When Flower Mound voters elected me, Mayor Pro Tem Filidoro, and Councilmember Lyda, one of our highest priorities was to work with local legislators and monitor Austin regarding legislative issues that could impact Flower Mound. We vowed to fight legislation that would remove our ability to protect the community, and support bills that would help us maintain local control. Our legislative priorities included the preservation of municipal authority in relation to oil and gas drilling issues, appraisal and revenue caps, unfunded mandates, and eminent domain, promoting HOA education and transparency, and ensuring transportation funding remains available for the Metroplex.
The 82nd State Legislative session kicked off in January and more than 6,000 bills were filed. Of those, the Town identified approximately 200 bills of interest, actively monitored their progress through House and Senate committees, sent letters of support for those that would have a positive impact upon our community, and opposed those which would be detrimental. We traveled to Austin on numerous occasions to testify, meet personally with legislators, and work to ensure that those who are voting understand the impact their decisions have on our residents.
On a local level, we have also mobilized other cities to support positive legislation and oppose negative bills through letters of notification, phone calls, and personal visits. Some of the bills the Town Council passed resolutions in support of included two bills introduced by our State Representative Tan Parker – HB 2125 and HB 2126 – that would provide for more inspections of oil and gas wells and would also double the penalty for violations related to gas wells that occur in populous natural gas producing counties. We have also supported HB 3792, a bill that allows a municipality to regulate pipelines, with letters of support and testimony in Austin.
A resolution was also passed in opposition of HB 3105, a damaging bill that subjects municipalities to legal action if gas drilling activities are not permitted regardless of health effects or proximity to homes, schools, hospitals, public buildings, and water wells. HB 3105 was passed out of the Energy Resources Committee in April, and now has the potential be heard on the floor, or added as an amendment to another bill. We have contacted our legislators, involved other local municipalities, and traveled to Austin specifically to fight HB 3105. I also personally hand-delivered letters of opposition written by our residents to legislators who will be voting on the bill. We will watch this bill closely over the next couple of days.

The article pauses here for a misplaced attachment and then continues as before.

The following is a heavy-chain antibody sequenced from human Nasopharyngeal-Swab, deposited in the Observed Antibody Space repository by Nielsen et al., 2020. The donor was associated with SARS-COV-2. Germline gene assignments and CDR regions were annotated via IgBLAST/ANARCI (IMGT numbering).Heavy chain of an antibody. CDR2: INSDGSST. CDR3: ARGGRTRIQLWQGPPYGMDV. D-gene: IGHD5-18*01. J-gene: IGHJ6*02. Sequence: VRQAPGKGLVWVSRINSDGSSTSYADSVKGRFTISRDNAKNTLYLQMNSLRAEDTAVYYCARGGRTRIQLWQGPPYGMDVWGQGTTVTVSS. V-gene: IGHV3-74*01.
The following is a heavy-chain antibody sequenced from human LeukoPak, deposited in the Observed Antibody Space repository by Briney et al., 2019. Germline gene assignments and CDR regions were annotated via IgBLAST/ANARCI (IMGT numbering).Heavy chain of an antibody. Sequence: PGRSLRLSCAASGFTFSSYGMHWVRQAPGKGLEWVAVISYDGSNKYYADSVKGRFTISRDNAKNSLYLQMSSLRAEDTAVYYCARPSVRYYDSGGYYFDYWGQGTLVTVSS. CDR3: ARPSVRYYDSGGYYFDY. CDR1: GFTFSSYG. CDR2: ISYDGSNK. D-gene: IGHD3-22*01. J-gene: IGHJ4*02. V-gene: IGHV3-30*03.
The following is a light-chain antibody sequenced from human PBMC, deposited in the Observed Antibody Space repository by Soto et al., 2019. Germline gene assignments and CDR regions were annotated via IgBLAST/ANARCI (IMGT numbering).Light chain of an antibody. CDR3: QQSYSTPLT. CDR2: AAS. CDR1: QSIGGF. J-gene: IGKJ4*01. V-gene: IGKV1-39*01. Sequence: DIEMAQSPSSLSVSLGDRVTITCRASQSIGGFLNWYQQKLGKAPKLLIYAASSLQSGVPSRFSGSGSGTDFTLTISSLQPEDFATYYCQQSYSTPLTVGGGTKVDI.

As we work at the state level, big oil and gas money continues to lobby against us. Despite resolutions and letters of opposition, discussions with our local senators, SB 18 has been passed by both the House and the Senate and is currently awaiting the Governor’s signature. Providing private entities with the ability to utilize the right of eminent domain, SB 18 will allow oil and natural gas companies to construct transport pieplines under the guise of “public use.” For some good news, the legislature passed SB 527 and it was signed by the Governor on May 9. This particular legislation provides for the installation of 20 air quality monitors in North Texas.
These are just a few of the bills we are responding to and watching. While the deadline to submit new bills is May 12, we can’t rest or become complacent. The remaining weeks of the session are sure to be a flurry of activity. The potential for Governor Perry to call special sessions well into July is also likely. We will continue to monitor, support, and oppose legislation that impacts Flower Mound and have remained in close contact with our legislative delegation to ensure our voice is heard.